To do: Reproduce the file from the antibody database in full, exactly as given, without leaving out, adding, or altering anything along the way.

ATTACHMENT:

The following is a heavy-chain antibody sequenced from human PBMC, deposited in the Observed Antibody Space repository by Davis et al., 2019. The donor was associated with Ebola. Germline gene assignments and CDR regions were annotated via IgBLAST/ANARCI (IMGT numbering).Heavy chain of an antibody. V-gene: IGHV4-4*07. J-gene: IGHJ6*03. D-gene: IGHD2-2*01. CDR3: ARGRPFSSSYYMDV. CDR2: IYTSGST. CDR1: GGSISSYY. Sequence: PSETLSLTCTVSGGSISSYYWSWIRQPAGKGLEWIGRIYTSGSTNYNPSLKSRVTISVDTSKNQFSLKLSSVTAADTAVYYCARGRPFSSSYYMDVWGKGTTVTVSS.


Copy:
The following is a heavy-chain antibody sequenced from human PBMC, deposited in the Observed Antibody Space repository by Davis et al., 2019. The donor was associated with Ebola. Germline gene assignments and CDR regions were annotated via IgBLAST/ANARCI (IMGT numbering).Heavy chain of an antibody. V-gene: IGHV4-4*07. J-gene: IGHJ6*03. D-gene: IGHD2-2*01. CDR3: ARGRPFSSSYYMDV. CDR2: IYTSGST. CDR1: GGSISSYY. Sequence: PSETLSLTCTVSGGSISSYYWSWIRQPAGKGLEWIGRIYTSGSTNYNPSLKSRVTISVDTSKNQFSLKLSSVTAADTAVYYCARGRPFSSSYYMDVWGKGTTVTVSS.